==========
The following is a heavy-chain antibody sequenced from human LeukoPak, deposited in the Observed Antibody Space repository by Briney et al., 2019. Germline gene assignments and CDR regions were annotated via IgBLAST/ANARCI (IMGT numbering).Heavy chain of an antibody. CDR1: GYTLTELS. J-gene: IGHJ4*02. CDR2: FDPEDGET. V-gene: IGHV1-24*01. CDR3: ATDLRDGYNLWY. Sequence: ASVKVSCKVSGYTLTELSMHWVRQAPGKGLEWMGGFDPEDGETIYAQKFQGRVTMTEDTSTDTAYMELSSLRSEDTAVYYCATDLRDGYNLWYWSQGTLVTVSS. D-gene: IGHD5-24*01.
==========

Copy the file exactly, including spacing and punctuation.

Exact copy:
The following is a heavy-chain antibody sequenced from human LeukoPak, deposited in the Observed Antibody Space repository by Briney et al., 2019. Germline gene assignments and CDR regions were annotated via IgBLAST/ANARCI (IMGT numbering).Heavy chain of an antibody. CDR1: GYTLTELS. J-gene: IGHJ4*02. CDR2: FDPEDGET. V-gene: IGHV1-24*01. CDR3: ATDLRDGYNLWY. Sequence: ASVKVSCKVSGYTLTELSMHWVRQAPGKGLEWMGGFDPEDGETIYAQKFQGRVTMTEDTSTDTAYMELSSLRSEDTAVYYCATDLRDGYNLWYWSQGTLVTVSS. D-gene: IGHD5-24*01.